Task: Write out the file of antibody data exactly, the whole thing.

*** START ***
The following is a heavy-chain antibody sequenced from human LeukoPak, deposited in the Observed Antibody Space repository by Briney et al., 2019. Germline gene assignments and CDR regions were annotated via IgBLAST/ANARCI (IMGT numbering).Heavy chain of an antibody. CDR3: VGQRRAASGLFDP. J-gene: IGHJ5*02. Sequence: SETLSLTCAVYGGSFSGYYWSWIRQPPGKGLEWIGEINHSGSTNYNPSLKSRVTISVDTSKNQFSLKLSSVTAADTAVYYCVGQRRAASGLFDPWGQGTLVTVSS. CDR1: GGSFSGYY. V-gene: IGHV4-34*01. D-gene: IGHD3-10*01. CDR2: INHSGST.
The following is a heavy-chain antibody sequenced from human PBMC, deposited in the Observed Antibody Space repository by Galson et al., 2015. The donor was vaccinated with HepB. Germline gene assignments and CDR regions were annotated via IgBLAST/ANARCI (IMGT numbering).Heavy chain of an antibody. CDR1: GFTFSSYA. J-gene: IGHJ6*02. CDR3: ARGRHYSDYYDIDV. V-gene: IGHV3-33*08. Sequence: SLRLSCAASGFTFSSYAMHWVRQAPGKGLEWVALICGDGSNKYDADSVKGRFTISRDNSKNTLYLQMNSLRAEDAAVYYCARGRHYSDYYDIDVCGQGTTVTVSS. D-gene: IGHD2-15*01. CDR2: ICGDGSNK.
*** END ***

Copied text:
The following is a heavy-chain antibody sequenced from human LeukoPak, deposited in the Observed Antibody Space repository by Briney et al., 2019. Germline gene assignments and CDR regions were annotated via IgBLAST/ANARCI (IMGT numbering).Heavy chain of an antibody. CDR3: VGQRRAASGLFDP. J-gene: IGHJ5*02. Sequence: SETLSLTCAVYGGSFSGYYWSWIRQPPGKGLEWIGEINHSGSTNYNPSLKSRVTISVDTSKNQFSLKLSSVTAADTAVYYCVGQRRAASGLFDPWGQGTLVTVSS. CDR1: GGSFSGYY. V-gene: IGHV4-34*01. D-gene: IGHD3-10*01. CDR2: INHSGST.
The following is a heavy-chain antibody sequenced from human PBMC, deposited in the Observed Antibody Space repository by Galson et al., 2015. The donor was vaccinated with HepB. Germline gene assignments and CDR regions were annotated via IgBLAST/ANARCI (IMGT numbering).Heavy chain of an antibody. CDR1: GFTFSSYA. J-gene: IGHJ6*02. CDR3: ARGRHYSDYYDIDV. V-gene: IGHV3-33*08. Sequence: SLRLSCAASGFTFSSYAMHWVRQAPGKGLEWVALICGDGSNKYDADSVKGRFTISRDNSKNTLYLQMNSLRAEDAAVYYCARGRHYSDYYDIDVCGQGTTVTVSS. D-gene: IGHD2-15*01. CDR2: ICGDGSNK.